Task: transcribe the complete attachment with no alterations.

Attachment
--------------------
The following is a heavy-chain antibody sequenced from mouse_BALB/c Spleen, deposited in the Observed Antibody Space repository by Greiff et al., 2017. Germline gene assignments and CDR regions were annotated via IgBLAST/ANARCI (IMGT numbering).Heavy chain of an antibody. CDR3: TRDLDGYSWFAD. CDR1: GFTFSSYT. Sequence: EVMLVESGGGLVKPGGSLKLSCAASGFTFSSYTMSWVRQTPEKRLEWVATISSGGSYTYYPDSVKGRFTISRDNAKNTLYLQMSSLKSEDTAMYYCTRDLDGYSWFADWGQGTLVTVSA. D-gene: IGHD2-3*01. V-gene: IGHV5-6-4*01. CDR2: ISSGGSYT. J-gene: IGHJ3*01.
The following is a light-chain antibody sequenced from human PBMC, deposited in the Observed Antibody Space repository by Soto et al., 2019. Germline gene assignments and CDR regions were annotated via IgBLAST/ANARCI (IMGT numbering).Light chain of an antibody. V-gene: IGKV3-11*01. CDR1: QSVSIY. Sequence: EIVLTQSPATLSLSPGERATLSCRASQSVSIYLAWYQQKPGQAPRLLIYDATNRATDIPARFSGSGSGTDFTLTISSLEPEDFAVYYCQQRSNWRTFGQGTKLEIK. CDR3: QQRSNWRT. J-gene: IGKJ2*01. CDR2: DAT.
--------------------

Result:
The following is a heavy-chain antibody sequenced from mouse_BALB/c Spleen, deposited in the Observed Antibody Space repository by Greiff et al., 2017. Germline gene assignments and CDR regions were annotated via IgBLAST/ANARCI (IMGT numbering).Heavy chain of an antibody. CDR3: TRDLDGYSWFAD. CDR1: GFTFSSYT. Sequence: EVMLVESGGGLVKPGGSLKLSCAASGFTFSSYTMSWVRQTPEKRLEWVATISSGGSYTYYPDSVKGRFTISRDNAKNTLYLQMSSLKSEDTAMYYCTRDLDGYSWFADWGQGTLVTVSA. D-gene: IGHD2-3*01. V-gene: IGHV5-6-4*01. CDR2: ISSGGSYT. J-gene: IGHJ3*01.
The following is a light-chain antibody sequenced from human PBMC, deposited in the Observed Antibody Space repository by Soto et al., 2019. Germline gene assignments and CDR regions were annotated via IgBLAST/ANARCI (IMGT numbering).Light chain of an antibody. V-gene: IGKV3-11*01. CDR1: QSVSIY. Sequence: EIVLTQSPATLSLSPGERATLSCRASQSVSIYLAWYQQKPGQAPRLLIYDATNRATDIPARFSGSGSGTDFTLTISSLEPEDFAVYYCQQRSNWRTFGQGTKLEIK. CDR3: QQRSNWRT. J-gene: IGKJ2*01. CDR2: DAT.